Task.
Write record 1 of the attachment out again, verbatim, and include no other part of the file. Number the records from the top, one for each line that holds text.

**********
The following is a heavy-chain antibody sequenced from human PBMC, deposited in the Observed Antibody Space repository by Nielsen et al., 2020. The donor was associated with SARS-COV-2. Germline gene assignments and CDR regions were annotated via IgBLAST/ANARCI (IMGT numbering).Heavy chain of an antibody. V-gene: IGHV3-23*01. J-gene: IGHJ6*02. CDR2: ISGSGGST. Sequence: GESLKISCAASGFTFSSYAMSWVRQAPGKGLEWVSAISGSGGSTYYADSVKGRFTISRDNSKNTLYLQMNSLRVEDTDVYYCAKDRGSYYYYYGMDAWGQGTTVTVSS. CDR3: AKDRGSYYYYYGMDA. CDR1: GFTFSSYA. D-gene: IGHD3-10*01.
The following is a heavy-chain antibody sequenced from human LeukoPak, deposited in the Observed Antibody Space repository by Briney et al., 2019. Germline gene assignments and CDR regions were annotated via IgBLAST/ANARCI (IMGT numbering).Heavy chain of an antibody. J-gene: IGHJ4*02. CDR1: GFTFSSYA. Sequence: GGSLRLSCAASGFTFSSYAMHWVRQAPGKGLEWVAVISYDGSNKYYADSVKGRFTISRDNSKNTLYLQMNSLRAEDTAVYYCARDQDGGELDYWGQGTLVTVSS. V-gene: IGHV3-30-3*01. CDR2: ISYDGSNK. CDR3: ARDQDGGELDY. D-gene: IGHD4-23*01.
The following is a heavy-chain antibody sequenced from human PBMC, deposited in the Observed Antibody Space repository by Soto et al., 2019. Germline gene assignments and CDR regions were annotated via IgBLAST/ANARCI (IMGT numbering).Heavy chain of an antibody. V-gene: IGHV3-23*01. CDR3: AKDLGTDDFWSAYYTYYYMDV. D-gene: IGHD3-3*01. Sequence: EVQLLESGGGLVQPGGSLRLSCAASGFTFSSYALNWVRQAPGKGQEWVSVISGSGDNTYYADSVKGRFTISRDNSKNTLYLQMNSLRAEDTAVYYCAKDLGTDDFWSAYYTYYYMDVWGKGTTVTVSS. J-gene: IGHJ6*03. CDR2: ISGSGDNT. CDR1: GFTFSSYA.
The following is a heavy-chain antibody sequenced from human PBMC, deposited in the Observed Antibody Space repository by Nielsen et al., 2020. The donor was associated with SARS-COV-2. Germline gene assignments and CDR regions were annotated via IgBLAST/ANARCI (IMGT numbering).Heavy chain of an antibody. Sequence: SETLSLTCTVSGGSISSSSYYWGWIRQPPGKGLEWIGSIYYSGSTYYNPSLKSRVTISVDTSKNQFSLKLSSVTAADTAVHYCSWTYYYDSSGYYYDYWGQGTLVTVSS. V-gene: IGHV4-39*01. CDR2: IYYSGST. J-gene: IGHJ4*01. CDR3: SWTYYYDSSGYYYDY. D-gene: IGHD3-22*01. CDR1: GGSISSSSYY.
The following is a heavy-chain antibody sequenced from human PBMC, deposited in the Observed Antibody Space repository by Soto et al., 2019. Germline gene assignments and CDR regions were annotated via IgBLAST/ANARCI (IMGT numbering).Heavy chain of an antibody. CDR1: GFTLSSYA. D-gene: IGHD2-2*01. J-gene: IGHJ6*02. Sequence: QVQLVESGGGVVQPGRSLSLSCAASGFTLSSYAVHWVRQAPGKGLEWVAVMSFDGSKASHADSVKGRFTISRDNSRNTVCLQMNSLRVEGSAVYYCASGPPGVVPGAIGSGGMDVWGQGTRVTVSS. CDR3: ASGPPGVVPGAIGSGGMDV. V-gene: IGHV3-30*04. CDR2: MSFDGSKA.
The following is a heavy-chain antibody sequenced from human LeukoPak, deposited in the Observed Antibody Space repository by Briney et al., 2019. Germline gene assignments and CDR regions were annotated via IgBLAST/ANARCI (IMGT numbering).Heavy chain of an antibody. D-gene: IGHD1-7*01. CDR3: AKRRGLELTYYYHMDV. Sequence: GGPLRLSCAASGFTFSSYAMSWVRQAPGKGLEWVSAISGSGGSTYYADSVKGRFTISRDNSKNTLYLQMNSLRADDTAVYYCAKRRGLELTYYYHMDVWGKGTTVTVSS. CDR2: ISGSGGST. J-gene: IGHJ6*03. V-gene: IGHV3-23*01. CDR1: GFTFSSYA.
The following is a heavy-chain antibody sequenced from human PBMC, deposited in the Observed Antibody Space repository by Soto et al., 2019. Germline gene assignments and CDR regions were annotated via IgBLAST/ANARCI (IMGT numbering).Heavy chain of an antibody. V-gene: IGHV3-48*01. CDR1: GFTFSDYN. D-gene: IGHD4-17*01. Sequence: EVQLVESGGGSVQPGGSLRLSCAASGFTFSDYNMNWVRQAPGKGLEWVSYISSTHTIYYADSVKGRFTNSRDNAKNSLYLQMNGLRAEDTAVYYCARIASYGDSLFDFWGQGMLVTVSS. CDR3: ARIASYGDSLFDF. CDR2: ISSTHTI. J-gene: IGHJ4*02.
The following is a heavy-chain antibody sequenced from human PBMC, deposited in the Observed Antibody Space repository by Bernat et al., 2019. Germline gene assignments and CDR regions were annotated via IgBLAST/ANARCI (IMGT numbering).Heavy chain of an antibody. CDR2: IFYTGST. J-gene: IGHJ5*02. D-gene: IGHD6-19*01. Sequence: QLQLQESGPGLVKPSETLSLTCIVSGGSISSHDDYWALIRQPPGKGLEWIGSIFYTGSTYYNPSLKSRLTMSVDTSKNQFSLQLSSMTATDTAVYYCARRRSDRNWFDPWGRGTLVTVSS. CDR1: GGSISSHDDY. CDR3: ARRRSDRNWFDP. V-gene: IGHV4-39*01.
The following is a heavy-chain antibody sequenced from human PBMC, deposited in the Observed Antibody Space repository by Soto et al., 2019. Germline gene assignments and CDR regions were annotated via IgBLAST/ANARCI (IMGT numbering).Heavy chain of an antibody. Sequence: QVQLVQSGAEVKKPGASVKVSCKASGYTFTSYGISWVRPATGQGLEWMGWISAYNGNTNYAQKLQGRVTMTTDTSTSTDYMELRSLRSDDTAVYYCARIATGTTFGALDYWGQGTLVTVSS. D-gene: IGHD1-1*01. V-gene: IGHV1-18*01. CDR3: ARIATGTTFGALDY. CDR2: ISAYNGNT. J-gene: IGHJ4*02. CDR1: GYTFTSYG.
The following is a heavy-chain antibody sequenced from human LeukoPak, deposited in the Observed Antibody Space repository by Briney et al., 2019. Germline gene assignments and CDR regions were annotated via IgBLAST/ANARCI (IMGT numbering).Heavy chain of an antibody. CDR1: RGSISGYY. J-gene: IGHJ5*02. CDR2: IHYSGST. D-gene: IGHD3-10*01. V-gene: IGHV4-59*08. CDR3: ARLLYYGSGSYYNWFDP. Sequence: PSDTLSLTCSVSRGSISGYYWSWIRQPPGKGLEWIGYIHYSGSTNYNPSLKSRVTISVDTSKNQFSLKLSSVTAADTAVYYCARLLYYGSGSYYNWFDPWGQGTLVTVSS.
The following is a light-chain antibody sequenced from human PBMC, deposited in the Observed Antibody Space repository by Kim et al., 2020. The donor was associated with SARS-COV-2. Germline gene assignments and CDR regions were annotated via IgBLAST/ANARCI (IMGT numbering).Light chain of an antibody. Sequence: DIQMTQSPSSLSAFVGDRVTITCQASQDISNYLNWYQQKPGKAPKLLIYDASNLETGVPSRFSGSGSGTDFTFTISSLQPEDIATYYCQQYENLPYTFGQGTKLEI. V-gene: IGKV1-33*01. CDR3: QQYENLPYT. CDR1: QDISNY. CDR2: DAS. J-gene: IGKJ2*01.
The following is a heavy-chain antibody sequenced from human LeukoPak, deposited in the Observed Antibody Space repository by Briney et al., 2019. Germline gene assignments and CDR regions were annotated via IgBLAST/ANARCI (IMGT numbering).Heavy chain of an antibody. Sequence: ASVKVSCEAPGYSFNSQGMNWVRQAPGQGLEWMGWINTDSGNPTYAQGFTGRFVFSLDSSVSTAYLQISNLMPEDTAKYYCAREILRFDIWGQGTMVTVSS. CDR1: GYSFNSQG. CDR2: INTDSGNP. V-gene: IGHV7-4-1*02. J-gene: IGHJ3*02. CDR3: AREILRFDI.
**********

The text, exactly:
The following is a heavy-chain antibody sequenced from human PBMC, deposited in the Observed Antibody Space repository by Nielsen et al., 2020. The donor was associated with SARS-COV-2. Germline gene assignments and CDR regions were annotated via IgBLAST/ANARCI (IMGT numbering).Heavy chain of an antibody. V-gene: IGHV3-23*01. J-gene: IGHJ6*02. CDR2: ISGSGGST. Sequence: GESLKISCAASGFTFSSYAMSWVRQAPGKGLEWVSAISGSGGSTYYADSVKGRFTISRDNSKNTLYLQMNSLRVEDTDVYYCAKDRGSYYYYYGMDAWGQGTTVTVSS. CDR3: AKDRGSYYYYYGMDA. CDR1: GFTFSSYA. D-gene: IGHD3-10*01.